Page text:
[Cerowrt-devel] slightly OT: WMM

dpreed at reed.com dpreed at reed.com
Wed Jan 9 09:58:25 EST 2013

"Delays incurred by signal quality" needs some serious measurement work.
While it's clear that 802.11 is degraded in both throughput and latency under signal quality variation, it's not at all clear what the effect looks like, and what it looks like actually matters.
This depends a great deal on parameters that may be inaccessible or poorly set in the MAC layer of one or more nodes.  The following factors related to propagation environment are common in indoor environments:
1) What is the algorithm used to manage transmit power - in particular, how quickly does the automatic transmit power selectcut power or raise it?  And when it does, does it choose a different waveform or not?
2) what else radiates energy on the channel (since the protocol listens before talking for a good approximation of "radio silence" for 4 microseconds or so before any packet can be sent)? This has a different but significant effect from, say, hidden terminal problems.  Hidden 802.11 terminals only transmit occasionally, thus they don't degrade in the same way as a background "hum".
3) what kind of delays are caused by legacy 802.11g devices on 802.11n networks in 2.4 GHz?  They transmit slower, so occupy channel longer.
4) What kind of delays are induced by accumulating frames into a single transmission, and where in the OS are frames merged - device firmware, device driver, or common layer 2 code in the OS?
The first order question should be:  how significant are such delays, in comparison to those involving overbuffering?
The second order question should be: can channel degradation affecting one pair of terminals cause starvation of another pair?
If these are small effects, focusing on them before implementing bufferbloat fixes and anti-starvation within one queue (fq in general does this), then I would suggest that we not proceed by *changing everything at once* without data that characterizes the problem vs. non-problem areas.
There's lots of research already out there to draw on that started "imagine that wireless networks look like *this* (assumption X inserted here), what would be a great solution?" and then say "my cool XYZ algorithm optimizes [all? really, all of them?] wireless channels."    So it's not as if there are not a zillion PhD dissertations with approaches to pick from.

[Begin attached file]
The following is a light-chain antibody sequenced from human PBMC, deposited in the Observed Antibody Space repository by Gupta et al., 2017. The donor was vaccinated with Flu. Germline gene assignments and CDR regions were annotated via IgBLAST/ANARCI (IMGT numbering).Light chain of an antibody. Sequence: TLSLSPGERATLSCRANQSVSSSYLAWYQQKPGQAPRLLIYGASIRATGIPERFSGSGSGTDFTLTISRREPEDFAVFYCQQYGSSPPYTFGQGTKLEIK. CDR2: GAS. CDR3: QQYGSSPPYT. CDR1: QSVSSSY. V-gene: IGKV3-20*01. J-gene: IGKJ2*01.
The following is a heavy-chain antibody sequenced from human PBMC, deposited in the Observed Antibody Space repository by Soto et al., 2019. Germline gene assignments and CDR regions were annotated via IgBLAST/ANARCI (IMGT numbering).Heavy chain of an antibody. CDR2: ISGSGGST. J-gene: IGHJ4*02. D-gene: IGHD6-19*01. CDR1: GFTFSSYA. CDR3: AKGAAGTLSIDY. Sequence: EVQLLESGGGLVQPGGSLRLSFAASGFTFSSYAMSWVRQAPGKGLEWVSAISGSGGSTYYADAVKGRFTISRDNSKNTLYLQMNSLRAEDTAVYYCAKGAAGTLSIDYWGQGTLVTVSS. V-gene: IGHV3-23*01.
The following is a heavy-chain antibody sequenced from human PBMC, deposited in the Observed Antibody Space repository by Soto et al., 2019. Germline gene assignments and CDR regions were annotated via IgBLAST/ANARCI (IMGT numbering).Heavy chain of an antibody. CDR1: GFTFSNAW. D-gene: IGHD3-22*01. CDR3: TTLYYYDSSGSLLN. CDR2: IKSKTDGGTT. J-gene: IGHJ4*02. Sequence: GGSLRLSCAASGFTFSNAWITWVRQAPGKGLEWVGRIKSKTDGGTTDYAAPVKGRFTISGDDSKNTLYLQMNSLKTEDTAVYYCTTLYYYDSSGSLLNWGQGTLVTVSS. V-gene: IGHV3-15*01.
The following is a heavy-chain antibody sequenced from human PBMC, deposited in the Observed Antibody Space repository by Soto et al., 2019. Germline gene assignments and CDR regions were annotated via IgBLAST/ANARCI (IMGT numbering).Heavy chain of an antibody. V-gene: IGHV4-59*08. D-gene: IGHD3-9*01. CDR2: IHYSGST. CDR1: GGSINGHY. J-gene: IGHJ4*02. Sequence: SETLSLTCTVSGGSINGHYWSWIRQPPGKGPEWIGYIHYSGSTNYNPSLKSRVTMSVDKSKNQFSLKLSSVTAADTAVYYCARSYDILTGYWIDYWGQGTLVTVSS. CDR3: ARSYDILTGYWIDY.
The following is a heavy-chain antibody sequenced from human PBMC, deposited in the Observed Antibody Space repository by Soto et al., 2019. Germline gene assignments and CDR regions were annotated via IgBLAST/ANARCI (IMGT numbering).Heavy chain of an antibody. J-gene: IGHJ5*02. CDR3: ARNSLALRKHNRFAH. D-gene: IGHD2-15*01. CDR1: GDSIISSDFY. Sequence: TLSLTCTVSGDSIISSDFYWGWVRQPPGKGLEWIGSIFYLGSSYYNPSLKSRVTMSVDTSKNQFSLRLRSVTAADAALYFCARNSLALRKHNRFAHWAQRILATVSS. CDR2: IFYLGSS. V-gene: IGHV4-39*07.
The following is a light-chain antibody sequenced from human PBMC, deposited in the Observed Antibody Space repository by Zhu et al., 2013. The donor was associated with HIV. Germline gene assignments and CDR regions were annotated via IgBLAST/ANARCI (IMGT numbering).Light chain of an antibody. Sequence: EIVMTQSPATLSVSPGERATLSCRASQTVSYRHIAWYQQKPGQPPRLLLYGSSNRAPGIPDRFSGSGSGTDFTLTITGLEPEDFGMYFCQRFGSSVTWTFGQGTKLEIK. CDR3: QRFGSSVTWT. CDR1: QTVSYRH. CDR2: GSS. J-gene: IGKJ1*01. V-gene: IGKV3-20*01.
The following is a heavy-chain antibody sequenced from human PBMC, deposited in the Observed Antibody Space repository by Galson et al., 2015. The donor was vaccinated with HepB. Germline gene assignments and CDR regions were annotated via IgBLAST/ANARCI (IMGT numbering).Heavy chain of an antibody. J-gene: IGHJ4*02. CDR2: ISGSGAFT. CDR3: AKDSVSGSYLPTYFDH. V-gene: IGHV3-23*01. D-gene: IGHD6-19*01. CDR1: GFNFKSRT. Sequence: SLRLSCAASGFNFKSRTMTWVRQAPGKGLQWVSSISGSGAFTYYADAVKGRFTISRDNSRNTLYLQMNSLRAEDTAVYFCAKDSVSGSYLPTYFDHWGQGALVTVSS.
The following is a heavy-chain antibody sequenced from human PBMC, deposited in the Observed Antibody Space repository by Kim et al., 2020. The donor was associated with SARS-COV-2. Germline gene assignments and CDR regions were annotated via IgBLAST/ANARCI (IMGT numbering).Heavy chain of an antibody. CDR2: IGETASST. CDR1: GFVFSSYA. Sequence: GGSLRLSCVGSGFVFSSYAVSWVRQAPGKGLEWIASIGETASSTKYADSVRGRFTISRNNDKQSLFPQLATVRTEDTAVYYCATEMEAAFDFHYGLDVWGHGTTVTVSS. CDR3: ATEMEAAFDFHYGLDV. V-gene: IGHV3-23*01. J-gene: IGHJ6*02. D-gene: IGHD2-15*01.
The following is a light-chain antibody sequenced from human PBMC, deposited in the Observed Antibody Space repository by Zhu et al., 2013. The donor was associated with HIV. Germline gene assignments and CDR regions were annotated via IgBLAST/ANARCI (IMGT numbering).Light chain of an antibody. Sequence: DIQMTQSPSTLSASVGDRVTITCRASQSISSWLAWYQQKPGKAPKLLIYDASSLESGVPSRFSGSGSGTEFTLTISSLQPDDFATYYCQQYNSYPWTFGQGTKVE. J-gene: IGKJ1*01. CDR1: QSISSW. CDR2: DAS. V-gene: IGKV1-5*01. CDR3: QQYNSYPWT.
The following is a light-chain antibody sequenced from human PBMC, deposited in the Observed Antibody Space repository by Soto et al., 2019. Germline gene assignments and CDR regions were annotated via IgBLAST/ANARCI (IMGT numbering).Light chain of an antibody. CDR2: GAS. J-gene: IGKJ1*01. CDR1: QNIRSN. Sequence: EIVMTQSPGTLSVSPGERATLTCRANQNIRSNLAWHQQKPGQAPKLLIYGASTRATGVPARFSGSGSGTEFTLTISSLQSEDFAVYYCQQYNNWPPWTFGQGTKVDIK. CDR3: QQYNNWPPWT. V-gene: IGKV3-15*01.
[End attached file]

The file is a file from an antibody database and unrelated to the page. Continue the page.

But what we need to know is what the heck is going on - not in an imaginary ns2 simulation, but really in real, badly behaved but well-understood and otherwise problem-free networks.  (bufferbloat would hide such concerns really well, given multiple second queueing delays that arise under load.)
So, it doesn't matter what I *think* - it matters what the data tells us.  And we have very, very little data on propagation effects in 802.11.  Almost none.  That's not what the market focuses on.  The market measures highest speed in *perfect* propagation conditions.
-----Original Message-----
From: "Maciej Soltysiak" <maciej at soltysiak.com>
Sent: Wednesday, January 9, 2013 8:52am
To: cerowrt-devel at lists.bufferbloat.net
Subject: [Cerowrt-devel] slightly OT: WMM


Aside from reducing buffers and changing the queue management tactics, we're still interested in QoS and that's why we have tc filters, iptables MARKing, etc.

With regard to WLAN, what do you think about enabling or disabling WMM on WLAN NICs and ap/routers?

Supposing that applications or other mechanisms to proper DSCP or layer 2 tagging this should allow WMM to further do the prioritization on layer 1, however I've read a WMM-enabled station is like 4 stations competing for medium time. Is that analogy justified? Is that good or bad in terms of delays incurred by signal quality?

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